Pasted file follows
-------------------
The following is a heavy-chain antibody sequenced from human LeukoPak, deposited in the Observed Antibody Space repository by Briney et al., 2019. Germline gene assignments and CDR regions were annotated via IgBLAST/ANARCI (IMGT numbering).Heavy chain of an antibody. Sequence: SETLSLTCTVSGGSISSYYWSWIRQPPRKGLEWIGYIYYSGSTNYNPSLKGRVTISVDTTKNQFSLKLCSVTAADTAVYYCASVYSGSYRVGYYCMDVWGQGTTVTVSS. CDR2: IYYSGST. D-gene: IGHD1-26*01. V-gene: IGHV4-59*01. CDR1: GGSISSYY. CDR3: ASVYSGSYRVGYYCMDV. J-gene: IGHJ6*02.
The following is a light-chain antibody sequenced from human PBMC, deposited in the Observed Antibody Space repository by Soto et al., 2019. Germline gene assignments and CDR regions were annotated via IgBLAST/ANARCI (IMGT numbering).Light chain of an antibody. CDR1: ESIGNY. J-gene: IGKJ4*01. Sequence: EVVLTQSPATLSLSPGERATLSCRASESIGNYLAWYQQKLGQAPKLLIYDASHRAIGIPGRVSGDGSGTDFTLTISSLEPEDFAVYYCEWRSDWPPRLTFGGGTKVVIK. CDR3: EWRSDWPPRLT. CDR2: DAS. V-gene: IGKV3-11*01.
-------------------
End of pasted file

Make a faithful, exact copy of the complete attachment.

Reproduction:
The following is a heavy-chain antibody sequenced from human LeukoPak, deposited in the Observed Antibody Space repository by Briney et al., 2019. Germline gene assignments and CDR regions were annotated via IgBLAST/ANARCI (IMGT numbering).Heavy chain of an antibody. Sequence: SETLSLTCTVSGGSISSYYWSWIRQPPRKGLEWIGYIYYSGSTNYNPSLKGRVTISVDTTKNQFSLKLCSVTAADTAVYYCASVYSGSYRVGYYCMDVWGQGTTVTVSS. CDR2: IYYSGST. D-gene: IGHD1-26*01. V-gene: IGHV4-59*01. CDR1: GGSISSYY. CDR3: ASVYSGSYRVGYYCMDV. J-gene: IGHJ6*02.
The following is a light-chain antibody sequenced from human PBMC, deposited in the Observed Antibody Space repository by Soto et al., 2019. Germline gene assignments and CDR regions were annotated via IgBLAST/ANARCI (IMGT numbering).Light chain of an antibody. CDR1: ESIGNY. J-gene: IGKJ4*01. Sequence: EVVLTQSPATLSLSPGERATLSCRASESIGNYLAWYQQKLGQAPKLLIYDASHRAIGIPGRVSGDGSGTDFTLTISSLEPEDFAVYYCEWRSDWPPRLTFGGGTKVVIK. CDR3: EWRSDWPPRLT. CDR2: DAS. V-gene: IGKV3-11*01.